Plymouth in UNISON have been asked to support this campaign that should hopefully have a positive effect for staff as well
Dear Devon Clinical Commissioning Group,
We are writing to you because we are concerned – both by the lack of provision of diagnostic services for adult autism and ADHD in Plymouth, and by the absence of communication or consultation on this matter. We request that you meet with us at your earliest convenience to discuss the concerns raised in this letter. Specifically, we are asking for:
1. A waiting time for assessments of adults with autism or ADHD of 2-3 months. Until that target is reached, patients should be given the option of referral to another service outside the area or through the patient choice scheme
2. Any diagnostic service for autism or ADHD should be provided by the NHS, NOT contracted out to Livewell Southwest or any other private company
3. For the NHS in Devon to commit to a strategy for raising awareness among medical professionals regarding:
3.i. The under-diagnosis of autism and ADHD in many sections of the population based on gender, class, race and ethnicity
3.ii. The less well-known presentations of autism and ADHD (for example, inattentive symptoms of ADHD)
3.iii. Common co-morbidities and how they may mask symptoms of autism and ADHD in patients (for example, how autism is often missed in patients with other disabilities, or how ADHD is extremely common in patients already diagnosed with Tourettes Syndrome)
We believe that anything less will in fact cost the NHS more money, and lead to discrimination against patients based on a number of characteristics protected under the equality act.
The knock-on effects of leaving autism and ADHD undiagnosed are well-established. Within the NHS, it will lead to increased pressure on A&E, increased needs for mental health services, and increased needs for addiction services. For ADHD in particular, simply providing people with the correct medication reduces the need for all three of the above. We are sure you will agree that given the need to reduce spending in Devon, prompt diagnosis and support for adults with autism and ADHD is essential.
In order to access reasonable adjustment at work and university, it is necessary to have a diagnosis. People are leaving employment, failing courses, and loosing relationships while waiting for an assessment. Without access to a timely assessment, adults with autism and ADHD are exposed to significant discrimination in work and education. We understand that in other parts of the UK, people are being assessed significantly faster – within just one month, in one area that we know of. We urge the CCG to consider the impact that long waiting times are having on us when planning any services in Plymouth.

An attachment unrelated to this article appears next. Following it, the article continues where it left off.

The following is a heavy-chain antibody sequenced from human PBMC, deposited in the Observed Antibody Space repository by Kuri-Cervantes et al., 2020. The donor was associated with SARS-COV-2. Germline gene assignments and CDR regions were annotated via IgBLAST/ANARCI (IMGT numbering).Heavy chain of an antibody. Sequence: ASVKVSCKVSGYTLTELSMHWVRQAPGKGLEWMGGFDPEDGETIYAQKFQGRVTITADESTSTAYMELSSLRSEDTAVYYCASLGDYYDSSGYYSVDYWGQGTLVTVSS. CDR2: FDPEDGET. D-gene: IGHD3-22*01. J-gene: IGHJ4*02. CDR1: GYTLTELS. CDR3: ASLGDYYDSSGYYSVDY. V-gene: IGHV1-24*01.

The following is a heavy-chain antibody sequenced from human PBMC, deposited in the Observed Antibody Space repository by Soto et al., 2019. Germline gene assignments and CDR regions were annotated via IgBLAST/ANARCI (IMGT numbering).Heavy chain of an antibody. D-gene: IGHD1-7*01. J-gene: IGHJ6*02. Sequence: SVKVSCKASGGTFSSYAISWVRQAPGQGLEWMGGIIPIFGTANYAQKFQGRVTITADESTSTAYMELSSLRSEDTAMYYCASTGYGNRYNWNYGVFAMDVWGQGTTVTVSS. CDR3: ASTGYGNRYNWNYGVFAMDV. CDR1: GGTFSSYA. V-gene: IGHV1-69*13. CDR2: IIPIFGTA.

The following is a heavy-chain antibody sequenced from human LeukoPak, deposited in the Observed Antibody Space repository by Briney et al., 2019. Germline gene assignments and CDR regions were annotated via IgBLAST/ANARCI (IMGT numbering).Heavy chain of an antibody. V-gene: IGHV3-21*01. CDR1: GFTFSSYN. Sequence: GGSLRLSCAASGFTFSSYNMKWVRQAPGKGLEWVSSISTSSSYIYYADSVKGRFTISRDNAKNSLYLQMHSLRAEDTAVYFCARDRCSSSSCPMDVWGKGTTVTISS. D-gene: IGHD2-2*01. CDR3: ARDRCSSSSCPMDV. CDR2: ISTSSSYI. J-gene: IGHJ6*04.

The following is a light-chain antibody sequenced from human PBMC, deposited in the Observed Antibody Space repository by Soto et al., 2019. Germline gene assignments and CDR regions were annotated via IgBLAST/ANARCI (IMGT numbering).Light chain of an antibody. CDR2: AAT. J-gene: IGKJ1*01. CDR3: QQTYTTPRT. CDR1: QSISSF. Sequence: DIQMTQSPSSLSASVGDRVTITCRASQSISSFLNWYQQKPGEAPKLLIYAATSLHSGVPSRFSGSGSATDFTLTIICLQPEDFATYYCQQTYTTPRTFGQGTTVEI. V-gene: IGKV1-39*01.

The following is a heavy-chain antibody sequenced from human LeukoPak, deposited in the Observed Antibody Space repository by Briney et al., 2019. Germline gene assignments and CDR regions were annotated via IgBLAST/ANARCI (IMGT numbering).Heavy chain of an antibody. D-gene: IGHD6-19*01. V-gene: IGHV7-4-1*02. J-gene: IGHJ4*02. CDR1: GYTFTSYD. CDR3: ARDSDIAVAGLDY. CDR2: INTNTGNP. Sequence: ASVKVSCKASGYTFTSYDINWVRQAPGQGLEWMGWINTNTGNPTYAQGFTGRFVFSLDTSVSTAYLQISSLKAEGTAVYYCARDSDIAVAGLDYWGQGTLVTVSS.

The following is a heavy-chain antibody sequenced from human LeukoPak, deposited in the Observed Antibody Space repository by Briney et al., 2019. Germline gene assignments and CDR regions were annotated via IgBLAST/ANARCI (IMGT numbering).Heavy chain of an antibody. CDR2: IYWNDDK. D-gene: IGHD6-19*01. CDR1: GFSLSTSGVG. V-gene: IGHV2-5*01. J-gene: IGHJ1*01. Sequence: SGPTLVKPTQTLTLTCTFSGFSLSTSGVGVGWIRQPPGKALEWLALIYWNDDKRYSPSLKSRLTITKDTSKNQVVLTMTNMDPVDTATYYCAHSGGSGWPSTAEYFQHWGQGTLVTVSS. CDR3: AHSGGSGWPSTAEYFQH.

Children belonging to groups protected under the equality act (particularly girls and BAME children), are less likely to have their symptoms of autism and ADHD noticed at an early age. As such, these groups are more likely to receive a late diagnosis in adulthood. Any barriers to accessing a diagnosis in adulthood are therefore having a disproportionate impact on these groups. Furthermore, we are aware that there is often a lack of awareness regarding how other disabilities may “mask” autism and ADHD, and a lack of awareness regarding common co-morbidities. This is likely leading to discrimination on the basis of disability. We believe it is vital that the CCG consider all of this in any equality impact assessment for a new service in Plymouth. We further believe that it is important to ensure all medical professionals in the area are fully aware of these issues when dealing with patients. We request that the CCG commit to a strategy for this.
We are extremely disappointed by the lack of communication regarding the suspension of diagnostic services in Plymouth. We understand that assessments for autism and ADHD have not taken place for quite some time. However, there have been no announcements regarding this. Nor has there been any public consultation regarding the establishment of a new service. Patients have been given contradictory and unclear information, left unsure as to whether they are on a waiting list or not. Several patients have been informed that their only option is to pay a private psychiatrist for an assessment. The CCG has consistently failed to respond to requests for more information. This is not solely the responsibility of the CCG but also a failure of the company Livewell Southwest, who we understand is contracted to provide services in Plymouth.
In order to rebuild trust it is vital that any service is as accountable to the public as possible, particularly because they will be treating vulnerable people who find access to complaint procedures more challenging. The Freedom of Information Act is one such avenue for accountability. However, as a private community interest company Livewell Southwest is not subject to the provisions of that Act. In order to protect vulnerable patients, and due to their recent failure to provide the services they are contracted to provide, we believe it would be wholly inappropriate for Livewell Southwest to provide diagnostic services in future. We request that instead, these services are provided directly by the NHS – either through the DAANA clinic, or a new service tailored to Plymouth.
Finally, we understand that it will take some time for a satisfactory service to be established in Plymouth. In the meantime, we request that the CCG make it easier to access other services – either by referral to NHS autism and ADHD services in other areas, or by private assessments via the patient choice scheme.
The Devon Assessment Campaign ( devonassessmentcampaign@riseup